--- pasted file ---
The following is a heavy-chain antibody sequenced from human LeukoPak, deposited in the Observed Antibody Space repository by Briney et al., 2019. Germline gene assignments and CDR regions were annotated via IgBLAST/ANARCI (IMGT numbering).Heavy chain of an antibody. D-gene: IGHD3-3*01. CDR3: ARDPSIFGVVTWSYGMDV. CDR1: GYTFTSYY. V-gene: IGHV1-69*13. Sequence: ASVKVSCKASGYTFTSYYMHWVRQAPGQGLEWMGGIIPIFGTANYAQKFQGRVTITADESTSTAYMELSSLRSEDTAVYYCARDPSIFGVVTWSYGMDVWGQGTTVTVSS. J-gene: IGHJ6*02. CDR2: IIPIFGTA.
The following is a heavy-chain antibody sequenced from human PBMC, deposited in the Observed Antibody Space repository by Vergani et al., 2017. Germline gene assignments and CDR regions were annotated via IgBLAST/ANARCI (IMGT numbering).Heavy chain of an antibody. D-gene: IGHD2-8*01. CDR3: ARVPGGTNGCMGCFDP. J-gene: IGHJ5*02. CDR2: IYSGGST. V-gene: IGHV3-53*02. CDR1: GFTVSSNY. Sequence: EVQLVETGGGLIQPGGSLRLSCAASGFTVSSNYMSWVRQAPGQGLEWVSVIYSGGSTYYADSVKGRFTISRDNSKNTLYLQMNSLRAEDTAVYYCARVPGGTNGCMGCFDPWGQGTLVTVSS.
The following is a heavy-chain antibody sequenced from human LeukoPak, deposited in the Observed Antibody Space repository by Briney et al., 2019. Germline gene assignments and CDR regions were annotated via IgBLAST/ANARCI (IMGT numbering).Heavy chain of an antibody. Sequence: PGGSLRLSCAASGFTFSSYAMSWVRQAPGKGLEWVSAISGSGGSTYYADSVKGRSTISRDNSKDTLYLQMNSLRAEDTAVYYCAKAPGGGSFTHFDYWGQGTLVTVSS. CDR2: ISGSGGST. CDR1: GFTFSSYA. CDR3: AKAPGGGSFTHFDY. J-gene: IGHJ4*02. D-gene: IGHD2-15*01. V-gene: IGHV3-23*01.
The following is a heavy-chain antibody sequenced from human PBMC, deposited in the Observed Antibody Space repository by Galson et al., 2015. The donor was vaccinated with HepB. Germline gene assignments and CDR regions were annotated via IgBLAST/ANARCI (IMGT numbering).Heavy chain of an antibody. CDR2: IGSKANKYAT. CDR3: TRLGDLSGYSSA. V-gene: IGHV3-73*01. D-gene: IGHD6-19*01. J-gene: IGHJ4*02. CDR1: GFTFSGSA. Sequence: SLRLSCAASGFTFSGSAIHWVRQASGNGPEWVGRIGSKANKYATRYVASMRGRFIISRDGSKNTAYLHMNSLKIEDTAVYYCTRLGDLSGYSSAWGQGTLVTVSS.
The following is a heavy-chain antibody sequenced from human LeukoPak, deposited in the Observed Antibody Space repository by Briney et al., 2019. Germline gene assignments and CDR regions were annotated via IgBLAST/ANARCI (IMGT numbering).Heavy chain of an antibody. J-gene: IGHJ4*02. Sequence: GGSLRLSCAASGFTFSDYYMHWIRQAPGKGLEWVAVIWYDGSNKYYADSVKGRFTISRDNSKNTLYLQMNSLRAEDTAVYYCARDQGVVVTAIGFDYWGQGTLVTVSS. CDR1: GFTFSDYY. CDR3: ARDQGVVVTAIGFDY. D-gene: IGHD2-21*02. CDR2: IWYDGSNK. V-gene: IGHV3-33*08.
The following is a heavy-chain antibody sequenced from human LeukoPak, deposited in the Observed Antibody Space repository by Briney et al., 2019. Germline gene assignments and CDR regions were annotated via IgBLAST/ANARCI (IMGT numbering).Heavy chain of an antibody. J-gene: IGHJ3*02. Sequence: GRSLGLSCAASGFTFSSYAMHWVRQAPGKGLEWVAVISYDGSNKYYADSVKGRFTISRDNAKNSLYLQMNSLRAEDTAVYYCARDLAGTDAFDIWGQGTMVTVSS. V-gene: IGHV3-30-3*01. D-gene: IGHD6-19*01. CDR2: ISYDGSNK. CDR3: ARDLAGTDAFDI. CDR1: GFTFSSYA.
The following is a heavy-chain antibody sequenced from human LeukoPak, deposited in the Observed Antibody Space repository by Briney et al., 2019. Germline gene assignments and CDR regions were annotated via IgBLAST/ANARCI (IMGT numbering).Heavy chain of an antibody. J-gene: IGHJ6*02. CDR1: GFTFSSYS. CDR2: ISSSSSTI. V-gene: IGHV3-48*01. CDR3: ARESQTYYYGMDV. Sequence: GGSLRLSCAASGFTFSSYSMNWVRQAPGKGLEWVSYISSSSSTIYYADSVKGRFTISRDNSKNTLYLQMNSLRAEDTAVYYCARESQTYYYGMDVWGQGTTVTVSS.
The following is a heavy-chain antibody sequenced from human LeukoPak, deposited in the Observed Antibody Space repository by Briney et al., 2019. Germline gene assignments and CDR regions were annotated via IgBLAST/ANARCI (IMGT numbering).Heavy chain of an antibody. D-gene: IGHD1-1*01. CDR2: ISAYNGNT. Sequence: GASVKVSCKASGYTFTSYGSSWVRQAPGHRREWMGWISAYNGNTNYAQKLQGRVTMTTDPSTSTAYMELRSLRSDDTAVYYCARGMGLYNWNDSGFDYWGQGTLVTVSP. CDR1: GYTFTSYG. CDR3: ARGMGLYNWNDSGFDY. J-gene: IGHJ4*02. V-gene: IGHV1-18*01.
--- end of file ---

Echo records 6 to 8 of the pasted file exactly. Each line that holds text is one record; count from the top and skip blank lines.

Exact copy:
The following is a heavy-chain antibody sequenced from human LeukoPak, deposited in the Observed Antibody Space repository by Briney et al., 2019. Germline gene assignments and CDR regions were annotated via IgBLAST/ANARCI (IMGT numbering).Heavy chain of an antibody. J-gene: IGHJ3*02. Sequence: GRSLGLSCAASGFTFSSYAMHWVRQAPGKGLEWVAVISYDGSNKYYADSVKGRFTISRDNAKNSLYLQMNSLRAEDTAVYYCARDLAGTDAFDIWGQGTMVTVSS. V-gene: IGHV3-30-3*01. D-gene: IGHD6-19*01. CDR2: ISYDGSNK. CDR3: ARDLAGTDAFDI. CDR1: GFTFSSYA.
The following is a heavy-chain antibody sequenced from human LeukoPak, deposited in the Observed Antibody Space repository by Briney et al., 2019. Germline gene assignments and CDR regions were annotated via IgBLAST/ANARCI (IMGT numbering).Heavy chain of an antibody. J-gene: IGHJ6*02. CDR1: GFTFSSYS. CDR2: ISSSSSTI. V-gene: IGHV3-48*01. CDR3: ARESQTYYYGMDV. Sequence: GGSLRLSCAASGFTFSSYSMNWVRQAPGKGLEWVSYISSSSSTIYYADSVKGRFTISRDNSKNTLYLQMNSLRAEDTAVYYCARESQTYYYGMDVWGQGTTVTVSS.
The following is a heavy-chain antibody sequenced from human LeukoPak, deposited in the Observed Antibody Space repository by Briney et al., 2019. Germline gene assignments and CDR regions were annotated via IgBLAST/ANARCI (IMGT numbering).Heavy chain of an antibody. D-gene: IGHD1-1*01. CDR2: ISAYNGNT. Sequence: GASVKVSCKASGYTFTSYGSSWVRQAPGHRREWMGWISAYNGNTNYAQKLQGRVTMTTDPSTSTAYMELRSLRSDDTAVYYCARGMGLYNWNDSGFDYWGQGTLVTVSP. CDR1: GYTFTSYG. CDR3: ARGMGLYNWNDSGFDY. J-gene: IGHJ4*02. V-gene: IGHV1-18*01.